Jul 20, 2020

Landscape of Life: A Model for Indigenous-Led Conservation

On May 22, an alliance of Indigenous Karen communities Accountability Counsel partners with in Myanmar put forward an affirmative vision for conserving the biodiverse ecosystem in Tanintharyi Region. This vision – a “Landscape of Life” designed by Indigenous communities who are the historic conservators of the Region – stands in stark contrast to the top-down approach taken by Myanmar’s government and the international community in the "Ridge to Reef" project.

With this plan, our Karen Indigenous partners at Conservation Alliance Tanawthari (CAT) are not only calling for the government and donors to abandon their current destructive model; they are putting forward their own systemic alternative for how we should care for the earth. Their plan is rooted in traditional knowledge from generations of sustainably stewarding the Region's land and natural resources. 

The Landscape of Life vision exemplifies the environmental solutions – led by communities and grounded in Indigenous knowledge – that need support and investment as the global community responds to the interconnected social, health, and climate crises we face. What if all climate finance were community driven? 

As is so clearly seen in this case, the risks of ignoring community voices, rather than learning from generations of custodianship, can undermine climate goals. We are honored to accompany CAT’s complaint process, which has suspended the current project, and to amplify their call for an alternative vision. 

We invite you to explore CAT’s video below that captures the unique biodiversity and traditional way of life in Tanintharyi Region we are fighting to protect.

 Tanawthari Landscape of Life - Conservation Alliance Tanawthari

May 22, 2020

Accountability Counsel's COVID-19 Response and Leadership

Dear Supporter,

Around the globe, communities whose lives had already been upended by international investments now face grave and compounded threats to their human rights, health, and food security due to the COVID-19 crisis.

In an op-ed recently published in The Diplomat, Accountability Counsel's Anirudha Nagar highlights the urgent threat to tea workers we support in Assam, India who are sitting ducks for the pandemic following a decade of broken promises by the IFC to improve living and working conditions. Thousands of tea workers on plantations co-owned by the IFC are acutely susceptible to disease and food insecurity due to the abysmal sanitation, housing, and wages on the plantations.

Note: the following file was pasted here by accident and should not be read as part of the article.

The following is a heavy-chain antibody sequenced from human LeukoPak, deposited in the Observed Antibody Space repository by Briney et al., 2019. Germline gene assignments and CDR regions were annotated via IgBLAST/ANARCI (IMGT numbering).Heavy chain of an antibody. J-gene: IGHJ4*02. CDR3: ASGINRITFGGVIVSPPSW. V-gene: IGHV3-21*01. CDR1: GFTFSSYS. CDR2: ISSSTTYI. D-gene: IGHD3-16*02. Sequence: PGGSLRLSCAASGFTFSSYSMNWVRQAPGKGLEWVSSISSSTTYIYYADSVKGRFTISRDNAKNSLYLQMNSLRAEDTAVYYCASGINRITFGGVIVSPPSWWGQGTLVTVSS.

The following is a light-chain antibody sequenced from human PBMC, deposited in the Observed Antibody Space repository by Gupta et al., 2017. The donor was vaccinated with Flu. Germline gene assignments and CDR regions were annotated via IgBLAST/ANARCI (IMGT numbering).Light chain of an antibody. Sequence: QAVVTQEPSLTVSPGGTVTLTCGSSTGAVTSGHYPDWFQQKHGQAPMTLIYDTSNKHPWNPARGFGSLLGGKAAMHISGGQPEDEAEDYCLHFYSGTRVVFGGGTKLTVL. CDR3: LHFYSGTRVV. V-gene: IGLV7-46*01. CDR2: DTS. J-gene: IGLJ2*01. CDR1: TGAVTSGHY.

Now, more than ever, we must continue advocating for communities in Assam and around the world where lives and health are at stake. We are working in solidarity with communities and their advocates to ensure that COVID-19 funds support the resilience needed for these communities to withstand the coronavirus crisis. See our COVID-19 website page for more about Accountability Counsel's leadership and response in this moment of crisis. I also invite you to explore our recent media, including pieces in SSIR, Devex, and thought leadership on our blog

Thank you for your solidarity and support that enable our team to continue work to ensure that funding and resources are true to their goals and go to support those who need them most in this moment of crisis. 

In solidarity, 

Natalie Bridgeman Fields
Founder and Executive Director
Accountability Counsel

Jan 24, 2020

When Hope is Power

Accountability Counsel is proud to announce the launch of our new case study – ‘When HOPE is POWER: Haitian Farmers Defend Land Rights in Historic Dialogue Process.’ ‘When HOPE is POWER’ tells the story of the Kolektif Peyizan Viktim Tè Chabè, a collective of Haitian farmers and their families representing nearly 4,000 people, who were displaced by the internationally-financed Caracol Industrial Park (CIP). It documents their fight to restore their livelihoods, which ultimately resulted in a historic agreement signed by the farmers, the Inter-American Development Bank, and the government of Haiti. Accountability Counsel supported the farmers throughout this negotiation process, alongside ActionAid Haiti and Action pour la Reforestation et la Defense de l’Environnement (AREDE).

Victories – even imperfect ones – are rare and extraordinarily difficult to achieve when a community like the Kolektif challenges the actions of powerful institutions. Our case study provides key insights into the critical factors underlying the Kolektif’s success. It explains the sophisticated grassroots community organizing that took place, the main challenges identified and addressed by the Kolektif’s leaders, and the powerful role that dialogue played in achieving a historic agreement that aims to restore the livelihoods and dignity to the displaced farmers and their families. To learn more about the Kolektif’s journey, read the full case study in English or Creole.

On behalf of all of our team and the communities we partner with around the world, we are humbled to be able to continue this work with your support. 


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